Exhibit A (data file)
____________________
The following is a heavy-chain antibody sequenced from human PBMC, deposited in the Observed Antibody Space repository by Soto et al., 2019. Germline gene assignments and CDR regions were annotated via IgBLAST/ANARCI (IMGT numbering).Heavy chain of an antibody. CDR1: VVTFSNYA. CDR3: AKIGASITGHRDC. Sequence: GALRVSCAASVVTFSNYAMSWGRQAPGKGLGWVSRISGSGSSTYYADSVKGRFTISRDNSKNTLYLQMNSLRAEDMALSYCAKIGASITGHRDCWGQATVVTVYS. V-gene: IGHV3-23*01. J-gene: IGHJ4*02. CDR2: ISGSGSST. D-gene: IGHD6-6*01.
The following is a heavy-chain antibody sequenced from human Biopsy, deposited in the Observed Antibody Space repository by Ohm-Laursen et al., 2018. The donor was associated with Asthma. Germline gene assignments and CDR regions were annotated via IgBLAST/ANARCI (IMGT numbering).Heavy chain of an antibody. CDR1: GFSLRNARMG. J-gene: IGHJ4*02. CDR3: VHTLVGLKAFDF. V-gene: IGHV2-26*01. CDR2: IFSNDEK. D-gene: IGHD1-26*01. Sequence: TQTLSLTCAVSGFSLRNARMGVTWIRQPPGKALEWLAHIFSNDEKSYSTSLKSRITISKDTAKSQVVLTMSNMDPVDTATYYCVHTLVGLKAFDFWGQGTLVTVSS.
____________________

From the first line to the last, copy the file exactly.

The following is a heavy-chain antibody sequenced from human PBMC, deposited in the Observed Antibody Space repository by Soto et al., 2019. Germline gene assignments and CDR regions were annotated via IgBLAST/ANARCI (IMGT numbering).Heavy chain of an antibody. CDR1: VVTFSNYA. CDR3: AKIGASITGHRDC. Sequence: GALRVSCAASVVTFSNYAMSWGRQAPGKGLGWVSRISGSGSSTYYADSVKGRFTISRDNSKNTLYLQMNSLRAEDMALSYCAKIGASITGHRDCWGQATVVTVYS. V-gene: IGHV3-23*01. J-gene: IGHJ4*02. CDR2: ISGSGSST. D-gene: IGHD6-6*01.
The following is a heavy-chain antibody sequenced from human Biopsy, deposited in the Observed Antibody Space repository by Ohm-Laursen et al., 2018. The donor was associated with Asthma. Germline gene assignments and CDR regions were annotated via IgBLAST/ANARCI (IMGT numbering).Heavy chain of an antibody. CDR1: GFSLRNARMG. J-gene: IGHJ4*02. CDR3: VHTLVGLKAFDF. V-gene: IGHV2-26*01. CDR2: IFSNDEK. D-gene: IGHD1-26*01. Sequence: TQTLSLTCAVSGFSLRNARMGVTWIRQPPGKALEWLAHIFSNDEKSYSTSLKSRITISKDTAKSQVVLTMSNMDPVDTATYYCVHTLVGLKAFDFWGQGTLVTVSS.